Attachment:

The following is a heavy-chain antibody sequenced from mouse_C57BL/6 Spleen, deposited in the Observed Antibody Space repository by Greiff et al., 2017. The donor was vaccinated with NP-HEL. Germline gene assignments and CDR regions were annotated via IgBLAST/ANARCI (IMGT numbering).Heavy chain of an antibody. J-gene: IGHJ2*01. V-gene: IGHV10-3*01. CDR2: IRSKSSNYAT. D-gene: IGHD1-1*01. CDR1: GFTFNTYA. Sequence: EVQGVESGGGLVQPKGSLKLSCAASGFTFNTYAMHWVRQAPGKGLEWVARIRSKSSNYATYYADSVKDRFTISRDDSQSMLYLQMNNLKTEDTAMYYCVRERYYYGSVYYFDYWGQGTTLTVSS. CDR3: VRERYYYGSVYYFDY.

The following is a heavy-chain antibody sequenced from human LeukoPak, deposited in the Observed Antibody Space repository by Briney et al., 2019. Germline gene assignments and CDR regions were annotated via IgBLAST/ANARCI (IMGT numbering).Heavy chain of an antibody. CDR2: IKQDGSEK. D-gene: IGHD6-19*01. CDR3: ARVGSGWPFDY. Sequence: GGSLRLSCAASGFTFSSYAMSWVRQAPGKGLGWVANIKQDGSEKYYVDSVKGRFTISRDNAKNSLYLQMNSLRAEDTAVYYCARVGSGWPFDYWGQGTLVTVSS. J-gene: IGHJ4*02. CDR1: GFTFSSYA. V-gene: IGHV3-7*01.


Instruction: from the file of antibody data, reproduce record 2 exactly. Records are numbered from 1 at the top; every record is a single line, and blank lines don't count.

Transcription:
The following is a heavy-chain antibody sequenced from human LeukoPak, deposited in the Observed Antibody Space repository by Briney et al., 2019. Germline gene assignments and CDR regions were annotated via IgBLAST/ANARCI (IMGT numbering).Heavy chain of an antibody. CDR2: IKQDGSEK. D-gene: IGHD6-19*01. CDR3: ARVGSGWPFDY. Sequence: GGSLRLSCAASGFTFSSYAMSWVRQAPGKGLGWVANIKQDGSEKYYVDSVKGRFTISRDNAKNSLYLQMNSLRAEDTAVYYCARVGSGWPFDYWGQGTLVTVSS. J-gene: IGHJ4*02. CDR1: GFTFSSYA. V-gene: IGHV3-7*01.